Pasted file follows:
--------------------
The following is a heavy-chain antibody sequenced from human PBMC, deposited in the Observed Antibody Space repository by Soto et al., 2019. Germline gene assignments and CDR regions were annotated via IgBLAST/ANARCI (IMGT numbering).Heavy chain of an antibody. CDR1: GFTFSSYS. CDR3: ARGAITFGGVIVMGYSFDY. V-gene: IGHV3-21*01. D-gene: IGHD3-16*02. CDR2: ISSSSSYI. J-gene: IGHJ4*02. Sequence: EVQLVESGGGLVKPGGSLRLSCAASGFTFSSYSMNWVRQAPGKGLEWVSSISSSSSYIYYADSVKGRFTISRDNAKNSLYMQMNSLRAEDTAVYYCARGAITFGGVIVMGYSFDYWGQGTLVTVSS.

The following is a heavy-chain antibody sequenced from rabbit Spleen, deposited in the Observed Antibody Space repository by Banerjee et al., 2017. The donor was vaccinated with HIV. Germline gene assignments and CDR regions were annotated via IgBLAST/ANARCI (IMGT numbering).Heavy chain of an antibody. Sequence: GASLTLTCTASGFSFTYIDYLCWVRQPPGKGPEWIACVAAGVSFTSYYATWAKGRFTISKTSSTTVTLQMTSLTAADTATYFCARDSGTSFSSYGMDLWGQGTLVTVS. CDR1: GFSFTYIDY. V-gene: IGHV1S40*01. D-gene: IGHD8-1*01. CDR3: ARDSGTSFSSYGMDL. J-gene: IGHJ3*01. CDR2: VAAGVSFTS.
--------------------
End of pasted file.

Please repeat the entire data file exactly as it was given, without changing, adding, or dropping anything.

The following is a heavy-chain antibody sequenced from human PBMC, deposited in the Observed Antibody Space repository by Soto et al., 2019. Germline gene assignments and CDR regions were annotated via IgBLAST/ANARCI (IMGT numbering).Heavy chain of an antibody. CDR1: GFTFSSYS. CDR3: ARGAITFGGVIVMGYSFDY. V-gene: IGHV3-21*01. D-gene: IGHD3-16*02. CDR2: ISSSSSYI. J-gene: IGHJ4*02. Sequence: EVQLVESGGGLVKPGGSLRLSCAASGFTFSSYSMNWVRQAPGKGLEWVSSISSSSSYIYYADSVKGRFTISRDNAKNSLYMQMNSLRAEDTAVYYCARGAITFGGVIVMGYSFDYWGQGTLVTVSS.

The following is a heavy-chain antibody sequenced from rabbit Spleen, deposited in the Observed Antibody Space repository by Banerjee et al., 2017. The donor was vaccinated with HIV. Germline gene assignments and CDR regions were annotated via IgBLAST/ANARCI (IMGT numbering).Heavy chain of an antibody. Sequence: GASLTLTCTASGFSFTYIDYLCWVRQPPGKGPEWIACVAAGVSFTSYYATWAKGRFTISKTSSTTVTLQMTSLTAADTATYFCARDSGTSFSSYGMDLWGQGTLVTVS. CDR1: GFSFTYIDY. V-gene: IGHV1S40*01. D-gene: IGHD8-1*01. CDR3: ARDSGTSFSSYGMDL. J-gene: IGHJ3*01. CDR2: VAAGVSFTS.